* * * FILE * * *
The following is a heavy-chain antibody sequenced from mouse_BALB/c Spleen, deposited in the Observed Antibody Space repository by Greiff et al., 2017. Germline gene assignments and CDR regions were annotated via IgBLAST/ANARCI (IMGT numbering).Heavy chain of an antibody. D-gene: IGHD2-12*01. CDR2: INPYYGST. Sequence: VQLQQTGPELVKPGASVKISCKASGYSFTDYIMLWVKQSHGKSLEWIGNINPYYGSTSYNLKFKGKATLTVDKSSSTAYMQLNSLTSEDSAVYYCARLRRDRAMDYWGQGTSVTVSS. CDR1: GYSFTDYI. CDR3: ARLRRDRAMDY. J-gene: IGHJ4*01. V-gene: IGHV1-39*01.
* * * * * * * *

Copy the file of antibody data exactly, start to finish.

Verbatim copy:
The following is a heavy-chain antibody sequenced from mouse_BALB/c Spleen, deposited in the Observed Antibody Space repository by Greiff et al., 2017. Germline gene assignments and CDR regions were annotated via IgBLAST/ANARCI (IMGT numbering).Heavy chain of an antibody. D-gene: IGHD2-12*01. CDR2: INPYYGST. Sequence: VQLQQTGPELVKPGASVKISCKASGYSFTDYIMLWVKQSHGKSLEWIGNINPYYGSTSYNLKFKGKATLTVDKSSSTAYMQLNSLTSEDSAVYYCARLRRDRAMDYWGQGTSVTVSS. CDR1: GYSFTDYI. CDR3: ARLRRDRAMDY. J-gene: IGHJ4*01. V-gene: IGHV1-39*01.